If people want to be well informed and intake compelling reportage, they will pay 5 bucks a month, or 20 bucks a year for it. The problem is that most models price their product either too high (the Kindle version of the Economist is almost the same as the subscription price) or too low, or even worse only charge for yesterdays news. As if I couldn't go to my library.

The future of Journalism is not to become public service with the hopes of gratuity, but a professional service with professional expectations and results. If people are going to blogs and the crowd instead of your publications, it's because your publication is not meeting the expectations of your audience. As a publication you have the choice to evolve to meet those expectations, find a new audience, or leave.

This is real life, it's rough out there.

Journalism 3.0 Thesis Part 1 (an introduction)

[col-sect][column]There is nothing new under the Sun
I thought I would start by letting you all know that you don't need to worry about Journalism any more. Truthful, accurate, timely stories about the world around you are not going anywhere. I promise. Journalism is not dead, it's not even endangered. If there is one thing I've learned from evolution–and reading lot's of books on Megafauna as a kid– it's this:

Holes in the food chain do not remain empty for long (evolutionarily speaking.)

Someone else always shows up to fill in the newly vacated position of "pack shrub grazer."

What I find interesting is that those animals that come in to fill said vacuum, over time, end up looking remarkably similar the animal that left that same role just a few hundred-thousand years earlier. Sure, as the world changes, certain species–specific concepts like scales, very large bodies, and two chamber hearts stop making sense as the earth cools and oxygen becomes less abundant. But if you look at the body shape of a Velociraptor, it has a lot more in common with a wolf, a cheetah, and the thylacine, than say, the lizards that hide under my porch.

The Thylacine is probably one of my favorite animals. It’s a marsupial pack predator living in Tazmainia and is now believed extinct from over hunting. [/column] [column]It’s about the size of most feral dogs and built almost exactly like one too: a long thin torso, big ribcage, long muzzle, perked ears, short hair, long tail.... It’s proof that given similar environmental pressures, the animal that fills a specific role in the environment will end up looking really similar to animals filling similar roles in other parts of the world. Yes, it's not exactly a Wolf or a Hyena, but it looks and behaves more like those animals than say a Koala, which it's actually more closely related to.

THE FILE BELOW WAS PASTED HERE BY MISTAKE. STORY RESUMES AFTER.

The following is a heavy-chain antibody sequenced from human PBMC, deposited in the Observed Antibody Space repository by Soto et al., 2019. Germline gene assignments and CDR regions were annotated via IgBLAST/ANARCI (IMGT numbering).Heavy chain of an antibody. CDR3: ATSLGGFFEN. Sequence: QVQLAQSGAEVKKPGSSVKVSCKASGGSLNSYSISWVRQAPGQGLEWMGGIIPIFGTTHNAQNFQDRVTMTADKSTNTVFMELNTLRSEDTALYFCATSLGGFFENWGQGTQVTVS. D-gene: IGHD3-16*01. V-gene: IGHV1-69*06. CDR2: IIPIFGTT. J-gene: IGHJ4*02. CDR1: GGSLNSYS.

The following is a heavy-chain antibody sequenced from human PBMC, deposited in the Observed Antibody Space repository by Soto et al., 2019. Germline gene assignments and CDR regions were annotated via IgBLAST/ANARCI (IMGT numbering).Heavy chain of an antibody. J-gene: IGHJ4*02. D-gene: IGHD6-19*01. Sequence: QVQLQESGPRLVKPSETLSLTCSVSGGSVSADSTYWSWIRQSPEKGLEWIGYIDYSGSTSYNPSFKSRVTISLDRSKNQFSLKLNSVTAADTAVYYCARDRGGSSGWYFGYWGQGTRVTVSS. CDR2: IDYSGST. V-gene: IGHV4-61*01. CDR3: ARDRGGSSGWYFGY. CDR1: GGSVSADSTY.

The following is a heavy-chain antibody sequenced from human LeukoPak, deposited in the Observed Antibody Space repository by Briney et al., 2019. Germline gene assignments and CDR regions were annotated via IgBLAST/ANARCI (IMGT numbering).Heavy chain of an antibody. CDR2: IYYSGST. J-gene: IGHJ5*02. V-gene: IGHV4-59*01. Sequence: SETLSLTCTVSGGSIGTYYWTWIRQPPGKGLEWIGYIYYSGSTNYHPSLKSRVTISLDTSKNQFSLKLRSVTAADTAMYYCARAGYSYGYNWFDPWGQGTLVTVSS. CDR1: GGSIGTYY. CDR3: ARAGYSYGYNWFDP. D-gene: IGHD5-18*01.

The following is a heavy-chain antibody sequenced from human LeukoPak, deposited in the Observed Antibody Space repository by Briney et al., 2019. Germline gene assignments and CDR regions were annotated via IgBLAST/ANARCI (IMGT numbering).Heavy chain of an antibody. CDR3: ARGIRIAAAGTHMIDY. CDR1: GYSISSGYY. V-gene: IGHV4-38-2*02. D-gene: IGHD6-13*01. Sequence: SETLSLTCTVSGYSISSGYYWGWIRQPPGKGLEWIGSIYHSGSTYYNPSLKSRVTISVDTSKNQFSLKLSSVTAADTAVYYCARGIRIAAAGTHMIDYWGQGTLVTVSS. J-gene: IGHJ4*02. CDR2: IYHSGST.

That’s because while an environment changes, the roles within a ecosystem are rather static (relatively speaking) and if a species can adapt to a different role where there is less competition, it will. If a species has to adjust to keep it’s role as the environment changes, it will; or it will disappear like the North American Lion.

Dude, where are you going with this?
It's easy to be "objective" about something that fills the "wolf" role in a given ecosystem. It's a lot harder to get perspective on something like our job and our role in a changing society.

So here's the deal. "Journalism" is just a big Northern/Western-World umbrella word under which certain important roles in our social ecosystem have sat for millennia. Historians, Bards, Storytellers, Myth-makers*, Town Criers, have all been pulled slowly, over thousands of years, under this tent we call the Journalist. There isn't much of a difference between Xenophon's account of the March of the 10,000 and Hemingway's Reportage and Robert Capa's work. True, they are not the same animal, but they behave, feel, and function very similarly. They come at you the same way and with similar intentions. So let's forget medium, local, or modus as we discuss the survival of the Journalism species in parts 2 and 3. When survival is the question, everything is on the table.

Part 2 to come soon.

Precursor to giant Journalism 3.0 Thesis.


[column]This is Semi NSFW and a little ADD, but it's worth it. John Roderick of the Long Winters and Merlin Mann have a conversation about work, pay, and "doing it for the love of the game."

Journalism is not on some island that's changing in a vacuum. Journalism is being forced to evolve as the environment that Journalism came to age in is changing rapidly. Musicians, designers, filmmakers are all having to figure out what to do now that it only costs about $2000 (usually less) to get into any of these fields and start producing. Cost of entry used to be the gate that kept the fakers and fanboys at bay from real work, but now any kid with a DSLR can show up and get A1 coverage. The risks seem small, the repercussions for improper coverage seem even smaller.

So how do you as a journalist (a real journalist) rise above the thousands of people who just like the idea of being a journalist on the weekends? Don't compete with them. Don't fight over the same carcass that a thousand hyenas are scrambling over, you're a leopard, go find an actual gazelle yourself and when you find that story, insist on getting paid properly. Always. Enjoy the video[/column]